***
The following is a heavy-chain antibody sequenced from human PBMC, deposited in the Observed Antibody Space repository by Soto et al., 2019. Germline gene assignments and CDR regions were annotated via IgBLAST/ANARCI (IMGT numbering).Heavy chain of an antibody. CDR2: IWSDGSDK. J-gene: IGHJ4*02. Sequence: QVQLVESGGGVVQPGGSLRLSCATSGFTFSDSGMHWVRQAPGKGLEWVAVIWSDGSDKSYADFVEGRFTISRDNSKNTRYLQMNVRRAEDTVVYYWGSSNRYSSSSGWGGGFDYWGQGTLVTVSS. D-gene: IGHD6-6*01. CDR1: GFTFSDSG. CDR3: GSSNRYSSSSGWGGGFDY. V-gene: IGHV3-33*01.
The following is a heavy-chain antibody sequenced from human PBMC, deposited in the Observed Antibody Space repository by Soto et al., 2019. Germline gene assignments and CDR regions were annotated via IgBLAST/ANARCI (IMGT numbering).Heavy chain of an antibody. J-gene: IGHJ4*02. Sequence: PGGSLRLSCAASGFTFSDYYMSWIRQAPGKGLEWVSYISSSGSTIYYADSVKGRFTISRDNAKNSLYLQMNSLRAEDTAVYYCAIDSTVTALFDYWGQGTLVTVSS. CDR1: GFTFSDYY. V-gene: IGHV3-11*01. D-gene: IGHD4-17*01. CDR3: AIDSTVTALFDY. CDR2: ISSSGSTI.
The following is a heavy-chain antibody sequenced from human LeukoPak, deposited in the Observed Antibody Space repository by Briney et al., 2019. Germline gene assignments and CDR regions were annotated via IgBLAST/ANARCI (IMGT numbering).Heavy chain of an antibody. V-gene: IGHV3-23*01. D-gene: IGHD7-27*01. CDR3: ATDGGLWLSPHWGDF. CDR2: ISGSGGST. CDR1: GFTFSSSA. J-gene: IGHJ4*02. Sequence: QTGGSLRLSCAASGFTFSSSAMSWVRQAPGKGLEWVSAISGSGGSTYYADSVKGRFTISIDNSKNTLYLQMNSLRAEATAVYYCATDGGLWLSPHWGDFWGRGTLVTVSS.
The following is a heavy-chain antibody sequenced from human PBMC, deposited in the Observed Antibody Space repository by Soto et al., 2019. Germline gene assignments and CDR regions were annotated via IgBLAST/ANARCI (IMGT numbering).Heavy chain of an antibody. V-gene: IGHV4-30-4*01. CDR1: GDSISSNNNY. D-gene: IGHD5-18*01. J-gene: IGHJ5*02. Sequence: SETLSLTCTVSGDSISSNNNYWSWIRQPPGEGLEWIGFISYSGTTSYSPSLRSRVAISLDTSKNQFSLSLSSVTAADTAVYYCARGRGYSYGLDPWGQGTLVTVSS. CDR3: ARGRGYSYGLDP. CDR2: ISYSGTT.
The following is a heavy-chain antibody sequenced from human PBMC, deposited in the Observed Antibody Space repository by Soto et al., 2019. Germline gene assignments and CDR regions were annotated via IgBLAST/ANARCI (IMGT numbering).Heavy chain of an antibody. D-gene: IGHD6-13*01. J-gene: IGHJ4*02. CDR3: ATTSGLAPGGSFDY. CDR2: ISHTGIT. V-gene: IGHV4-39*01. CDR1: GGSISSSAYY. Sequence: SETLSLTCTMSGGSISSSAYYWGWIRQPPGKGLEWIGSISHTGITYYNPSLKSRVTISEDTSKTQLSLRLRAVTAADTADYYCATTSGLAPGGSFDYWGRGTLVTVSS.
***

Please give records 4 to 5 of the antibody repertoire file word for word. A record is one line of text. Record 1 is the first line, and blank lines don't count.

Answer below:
The following is a heavy-chain antibody sequenced from human PBMC, deposited in the Observed Antibody Space repository by Soto et al., 2019. Germline gene assignments and CDR regions were annotated via IgBLAST/ANARCI (IMGT numbering).Heavy chain of an antibody. V-gene: IGHV4-30-4*01. CDR1: GDSISSNNNY. D-gene: IGHD5-18*01. J-gene: IGHJ5*02. Sequence: SETLSLTCTVSGDSISSNNNYWSWIRQPPGEGLEWIGFISYSGTTSYSPSLRSRVAISLDTSKNQFSLSLSSVTAADTAVYYCARGRGYSYGLDPWGQGTLVTVSS. CDR3: ARGRGYSYGLDP. CDR2: ISYSGTT.
The following is a heavy-chain antibody sequenced from human PBMC, deposited in the Observed Antibody Space repository by Soto et al., 2019. Germline gene assignments and CDR regions were annotated via IgBLAST/ANARCI (IMGT numbering).Heavy chain of an antibody. D-gene: IGHD6-13*01. J-gene: IGHJ4*02. CDR3: ATTSGLAPGGSFDY. CDR2: ISHTGIT. V-gene: IGHV4-39*01. CDR1: GGSISSSAYY. Sequence: SETLSLTCTMSGGSISSSAYYWGWIRQPPGKGLEWIGSISHTGITYYNPSLKSRVTISEDTSKTQLSLRLRAVTAADTADYYCATTSGLAPGGSFDYWGRGTLVTVSS.